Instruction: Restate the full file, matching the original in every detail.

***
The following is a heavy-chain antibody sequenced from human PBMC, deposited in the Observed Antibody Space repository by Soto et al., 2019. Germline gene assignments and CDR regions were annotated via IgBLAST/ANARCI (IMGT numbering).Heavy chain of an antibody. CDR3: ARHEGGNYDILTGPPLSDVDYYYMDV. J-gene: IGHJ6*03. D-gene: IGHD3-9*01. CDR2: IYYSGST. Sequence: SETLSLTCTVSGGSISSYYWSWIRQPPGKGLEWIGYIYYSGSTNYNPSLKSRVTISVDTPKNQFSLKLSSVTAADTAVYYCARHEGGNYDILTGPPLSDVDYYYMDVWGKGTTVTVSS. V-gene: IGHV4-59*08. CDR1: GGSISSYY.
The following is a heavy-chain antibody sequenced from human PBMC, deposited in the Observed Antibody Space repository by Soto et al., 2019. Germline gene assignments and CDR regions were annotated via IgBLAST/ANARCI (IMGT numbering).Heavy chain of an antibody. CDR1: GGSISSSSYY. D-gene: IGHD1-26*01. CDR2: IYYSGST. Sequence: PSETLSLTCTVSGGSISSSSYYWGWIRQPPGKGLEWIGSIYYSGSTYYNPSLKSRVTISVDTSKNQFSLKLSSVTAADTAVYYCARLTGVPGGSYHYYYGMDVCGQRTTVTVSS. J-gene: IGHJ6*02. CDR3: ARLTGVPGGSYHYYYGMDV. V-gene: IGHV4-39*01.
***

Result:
The following is a heavy-chain antibody sequenced from human PBMC, deposited in the Observed Antibody Space repository by Soto et al., 2019. Germline gene assignments and CDR regions were annotated via IgBLAST/ANARCI (IMGT numbering).Heavy chain of an antibody. CDR3: ARHEGGNYDILTGPPLSDVDYYYMDV. J-gene: IGHJ6*03. D-gene: IGHD3-9*01. CDR2: IYYSGST. Sequence: SETLSLTCTVSGGSISSYYWSWIRQPPGKGLEWIGYIYYSGSTNYNPSLKSRVTISVDTPKNQFSLKLSSVTAADTAVYYCARHEGGNYDILTGPPLSDVDYYYMDVWGKGTTVTVSS. V-gene: IGHV4-59*08. CDR1: GGSISSYY.
The following is a heavy-chain antibody sequenced from human PBMC, deposited in the Observed Antibody Space repository by Soto et al., 2019. Germline gene assignments and CDR regions were annotated via IgBLAST/ANARCI (IMGT numbering).Heavy chain of an antibody. CDR1: GGSISSSSYY. D-gene: IGHD1-26*01. CDR2: IYYSGST. Sequence: PSETLSLTCTVSGGSISSSSYYWGWIRQPPGKGLEWIGSIYYSGSTYYNPSLKSRVTISVDTSKNQFSLKLSSVTAADTAVYYCARLTGVPGGSYHYYYGMDVCGQRTTVTVSS. J-gene: IGHJ6*02. CDR3: ARLTGVPGGSYHYYYGMDV. V-gene: IGHV4-39*01.